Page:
Released at Basel 2009, the Grand Carrera Calibre 36 RS2 Caliper Chronograph Ti2 was almost identical to the concept watch. As well as the PVD-coated Titanium model (CAV5185), there was also a stainless steel model released (CAV5115). The only real difference between the concept watch and the production model was that instead of having three caliper scales, the production watch has just the one. Just like the concept watch, both versions of the watch use TAG Heuer’s Calibre 36 movement, featuring the Rotating Disc System.
Of the two models, it was always the PVD-version that I preferred, with its rubber bracelet and stealth- looks, it’s a real “statement” watch- but I was to find that view changing as I spent more time with both models.
The 43mm case is beautifully finished- as shown in the photo below which shows the horizontal and vertical brushed finish separated by a polished strip as the case nears the lugs. You have to have the stainless steel version to appreciate this work, as the PVD model has a uniform finish over the entire case. The other aspect of the design that I really like is the finish of the second crown at 10 o’clock- again, standing out more in stainless steel than in PVD.
The other difference between the two models is the tachy bezel- in both cases fixed. The stainless steel model has a smooth finish, while the PVD has a scalloped edge.
The Bracelet on the stainless steel watch is again a step ahead of other TAG Heuer models, with a combination of brushed and polished links, but done in a more subtle way than other bracelets of this type. But while the bracelet looks good, I far preferred the rubber strap option, which better fits the sporting character of the watch. The deployment clasp on the rubber bracelet is also titanium, although some have mistaken it for plastic given its light weight.
As noted, the Caliper system is the key technical development of this watch. Once you have timed an event, you turn the second crown at 10 o’clock, which moves the internal caliper bezel. The crown is rotated until the red tip of the second-hand lines up with the red 0 on the caliper scale. What you’re looking for then is a match between the markings on the dial and the markings on the caliper scale- in the second photo below the best match is at “8” on the scale, indicating 8/10ths second.
Once you know how to use it, its pretty straight-forward, but I have to confess that it took me over an hour to work out what was going on…maybe that’s more a reflection on me than the watch.
The Grand Carrera Calibre 36 in Summary
In summary, I have to say that I loved this watch- although not the one that I thought I would- it was the stainless steel version with the black rubber bracelet which is the highlight for me- the contrast of the black strap and stainless steel works very well in my eyes, while the all-black version just didn’t look as special as I though it would.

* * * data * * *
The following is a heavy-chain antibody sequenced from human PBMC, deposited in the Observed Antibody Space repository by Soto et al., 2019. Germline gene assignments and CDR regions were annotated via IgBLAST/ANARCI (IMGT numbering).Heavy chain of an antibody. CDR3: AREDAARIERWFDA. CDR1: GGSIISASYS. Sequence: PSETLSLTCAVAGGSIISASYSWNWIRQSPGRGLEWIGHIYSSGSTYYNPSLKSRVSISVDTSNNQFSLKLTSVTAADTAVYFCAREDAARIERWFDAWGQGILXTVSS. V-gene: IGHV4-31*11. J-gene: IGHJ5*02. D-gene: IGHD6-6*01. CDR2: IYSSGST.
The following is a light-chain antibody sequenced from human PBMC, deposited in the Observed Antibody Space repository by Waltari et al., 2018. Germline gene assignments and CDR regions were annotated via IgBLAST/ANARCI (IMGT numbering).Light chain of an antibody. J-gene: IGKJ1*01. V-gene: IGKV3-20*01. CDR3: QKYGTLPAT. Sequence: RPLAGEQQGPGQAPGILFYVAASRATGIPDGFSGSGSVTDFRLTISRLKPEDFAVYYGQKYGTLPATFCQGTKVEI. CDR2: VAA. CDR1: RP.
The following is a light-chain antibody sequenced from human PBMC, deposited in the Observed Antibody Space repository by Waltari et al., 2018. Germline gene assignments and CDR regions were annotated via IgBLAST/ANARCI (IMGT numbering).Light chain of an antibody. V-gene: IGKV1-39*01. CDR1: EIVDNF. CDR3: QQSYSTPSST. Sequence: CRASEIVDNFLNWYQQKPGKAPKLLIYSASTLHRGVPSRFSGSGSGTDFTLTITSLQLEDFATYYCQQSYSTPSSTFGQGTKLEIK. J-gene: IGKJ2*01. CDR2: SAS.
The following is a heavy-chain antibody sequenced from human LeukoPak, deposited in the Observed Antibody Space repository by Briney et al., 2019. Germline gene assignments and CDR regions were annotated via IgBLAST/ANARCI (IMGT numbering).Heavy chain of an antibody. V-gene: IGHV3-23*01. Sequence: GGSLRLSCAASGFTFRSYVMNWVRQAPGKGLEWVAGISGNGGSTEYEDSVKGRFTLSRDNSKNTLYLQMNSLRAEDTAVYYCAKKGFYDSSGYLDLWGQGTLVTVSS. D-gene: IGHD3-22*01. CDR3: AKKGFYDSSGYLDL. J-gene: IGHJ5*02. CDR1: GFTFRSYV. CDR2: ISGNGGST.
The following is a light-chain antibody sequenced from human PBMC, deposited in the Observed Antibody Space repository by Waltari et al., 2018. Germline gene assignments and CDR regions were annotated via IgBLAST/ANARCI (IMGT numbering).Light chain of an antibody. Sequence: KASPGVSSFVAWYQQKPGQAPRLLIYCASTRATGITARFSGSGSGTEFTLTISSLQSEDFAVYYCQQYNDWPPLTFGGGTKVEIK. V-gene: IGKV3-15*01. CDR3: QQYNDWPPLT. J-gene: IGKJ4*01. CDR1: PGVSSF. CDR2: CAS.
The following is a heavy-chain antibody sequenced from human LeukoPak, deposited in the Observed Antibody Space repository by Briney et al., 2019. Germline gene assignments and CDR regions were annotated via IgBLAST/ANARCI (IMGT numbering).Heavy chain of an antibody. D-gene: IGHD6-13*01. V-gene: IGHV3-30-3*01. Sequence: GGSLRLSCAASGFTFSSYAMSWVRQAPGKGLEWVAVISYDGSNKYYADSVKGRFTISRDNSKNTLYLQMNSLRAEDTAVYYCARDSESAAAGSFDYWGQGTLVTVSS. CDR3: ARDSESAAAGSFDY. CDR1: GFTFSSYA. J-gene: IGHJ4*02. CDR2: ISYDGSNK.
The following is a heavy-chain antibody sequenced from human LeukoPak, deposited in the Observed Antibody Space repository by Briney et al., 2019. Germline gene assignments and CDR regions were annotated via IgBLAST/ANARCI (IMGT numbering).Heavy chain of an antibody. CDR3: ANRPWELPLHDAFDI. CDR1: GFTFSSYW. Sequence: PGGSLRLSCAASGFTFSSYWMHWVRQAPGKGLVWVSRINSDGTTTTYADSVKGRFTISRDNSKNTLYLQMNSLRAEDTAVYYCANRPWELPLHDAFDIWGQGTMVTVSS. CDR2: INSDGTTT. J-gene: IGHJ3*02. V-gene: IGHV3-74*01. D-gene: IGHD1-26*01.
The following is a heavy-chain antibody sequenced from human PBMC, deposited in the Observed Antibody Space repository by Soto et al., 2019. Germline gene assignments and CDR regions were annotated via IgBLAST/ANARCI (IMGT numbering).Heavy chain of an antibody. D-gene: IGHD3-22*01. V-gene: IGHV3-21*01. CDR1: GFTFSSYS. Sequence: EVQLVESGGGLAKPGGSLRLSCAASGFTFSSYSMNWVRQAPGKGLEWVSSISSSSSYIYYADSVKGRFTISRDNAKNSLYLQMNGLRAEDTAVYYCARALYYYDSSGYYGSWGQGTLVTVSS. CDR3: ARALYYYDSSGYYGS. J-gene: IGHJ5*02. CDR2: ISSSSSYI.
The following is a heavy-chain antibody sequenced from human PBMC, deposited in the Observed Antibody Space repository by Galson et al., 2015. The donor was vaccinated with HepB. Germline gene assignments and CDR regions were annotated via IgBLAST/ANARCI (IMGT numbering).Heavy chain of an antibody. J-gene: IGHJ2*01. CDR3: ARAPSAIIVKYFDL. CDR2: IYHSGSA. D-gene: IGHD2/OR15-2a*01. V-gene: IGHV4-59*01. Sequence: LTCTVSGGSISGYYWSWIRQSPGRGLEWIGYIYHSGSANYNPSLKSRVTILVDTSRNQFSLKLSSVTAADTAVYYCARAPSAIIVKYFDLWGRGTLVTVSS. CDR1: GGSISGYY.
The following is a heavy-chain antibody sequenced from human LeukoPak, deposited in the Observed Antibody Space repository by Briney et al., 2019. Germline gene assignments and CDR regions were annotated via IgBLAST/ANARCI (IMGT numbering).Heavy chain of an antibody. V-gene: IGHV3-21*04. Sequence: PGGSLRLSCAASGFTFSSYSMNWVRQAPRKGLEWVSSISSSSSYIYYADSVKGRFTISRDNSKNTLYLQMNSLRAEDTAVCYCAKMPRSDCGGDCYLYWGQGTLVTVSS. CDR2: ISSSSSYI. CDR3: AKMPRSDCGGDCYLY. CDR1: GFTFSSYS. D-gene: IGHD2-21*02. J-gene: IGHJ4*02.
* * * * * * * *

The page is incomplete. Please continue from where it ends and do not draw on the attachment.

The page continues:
The PVD version is the more distinctive of the two and does have the benefit of a lighter, titanium case, but that still wouldn’t be enough to get me away from the stainless steel model. I also think that the stainless steel version will age better over time- all-black models tend to come in and out of fashion…at the moment they are certainly “in”.
So is the Calibre 36 Grand Carrera special enough to justify the premium over the other models in the range? I think it is. While most of my collection is made up of vintage Heuer watches, the Grand Carrera Calibre 36 is the ultimate TAG Heuer- many collectors love the re-editions, but those are a celebration of TAG Heuer’s past- this is the sort of watch that they’ll be making a re-edition of in 20 years time..a truly modern (I’m trying to avoid using the words “avant garde“) watch that is unique from others on the market.
Yes, the second window is too small and not that functional. No, I’m not 100% sure that I’ll love the metal “bridge” in five years time. Yes, it should have a more unique series name than “Grand Carrera” and a model name that is doesn’t fill an entire page. But despite these small issues, the only TAG Heuer that I could see topping this one is the Monaco 24, a model that is designed with the same philosophy- an “industrial”, sporty look that takes iconic Heuer designs and names into the next century.
While there have been no new Calibre 36 Grand Carrera models added, TAG Heuer did release a Yellow version of the Grand Carrera Calibre 36 Ti (Ref. CAV5186). While the Black and Yellow combination works quite well, I think we’ll stick with the original.
Today in 2020, the Grand Carrera range is no longer part of the TAG Heuer range, but that doesn’t mean that TAG Heuer hasn’t considered reviving the series. You can read more about the second-generation Grand Carrera that never was at our link here.